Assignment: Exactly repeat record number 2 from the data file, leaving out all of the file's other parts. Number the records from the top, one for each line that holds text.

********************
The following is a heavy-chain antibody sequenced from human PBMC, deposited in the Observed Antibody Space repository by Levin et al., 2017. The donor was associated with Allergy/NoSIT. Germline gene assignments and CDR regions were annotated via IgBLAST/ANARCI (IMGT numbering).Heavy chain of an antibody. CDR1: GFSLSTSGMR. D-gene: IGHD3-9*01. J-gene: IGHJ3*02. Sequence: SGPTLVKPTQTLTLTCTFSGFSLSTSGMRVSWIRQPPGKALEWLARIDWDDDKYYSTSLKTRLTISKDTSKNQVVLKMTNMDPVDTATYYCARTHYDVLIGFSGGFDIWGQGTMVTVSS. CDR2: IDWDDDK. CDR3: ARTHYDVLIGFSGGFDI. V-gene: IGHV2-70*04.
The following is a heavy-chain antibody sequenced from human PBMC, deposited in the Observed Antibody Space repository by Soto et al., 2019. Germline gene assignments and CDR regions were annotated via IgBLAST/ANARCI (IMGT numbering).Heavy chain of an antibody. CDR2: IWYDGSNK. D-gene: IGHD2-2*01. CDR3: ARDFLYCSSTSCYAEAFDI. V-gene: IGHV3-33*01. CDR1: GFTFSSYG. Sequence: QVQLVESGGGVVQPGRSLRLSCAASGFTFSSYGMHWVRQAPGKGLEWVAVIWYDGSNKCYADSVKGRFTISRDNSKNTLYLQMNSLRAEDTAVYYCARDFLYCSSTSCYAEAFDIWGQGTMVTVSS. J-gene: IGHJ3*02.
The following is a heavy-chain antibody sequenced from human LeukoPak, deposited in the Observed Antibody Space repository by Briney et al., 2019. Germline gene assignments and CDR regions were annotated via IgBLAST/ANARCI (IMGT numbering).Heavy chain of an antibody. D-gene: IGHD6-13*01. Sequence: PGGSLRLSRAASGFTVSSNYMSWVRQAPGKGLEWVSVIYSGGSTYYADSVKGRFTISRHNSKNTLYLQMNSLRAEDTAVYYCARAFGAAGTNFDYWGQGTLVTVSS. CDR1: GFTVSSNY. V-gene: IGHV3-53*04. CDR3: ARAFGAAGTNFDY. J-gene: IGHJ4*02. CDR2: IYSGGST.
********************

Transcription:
The following is a heavy-chain antibody sequenced from human PBMC, deposited in the Observed Antibody Space repository by Soto et al., 2019. Germline gene assignments and CDR regions were annotated via IgBLAST/ANARCI (IMGT numbering).Heavy chain of an antibody. CDR2: IWYDGSNK. D-gene: IGHD2-2*01. CDR3: ARDFLYCSSTSCYAEAFDI. V-gene: IGHV3-33*01. CDR1: GFTFSSYG. Sequence: QVQLVESGGGVVQPGRSLRLSCAASGFTFSSYGMHWVRQAPGKGLEWVAVIWYDGSNKCYADSVKGRFTISRDNSKNTLYLQMNSLRAEDTAVYYCARDFLYCSSTSCYAEAFDIWGQGTMVTVSS. J-gene: IGHJ3*02.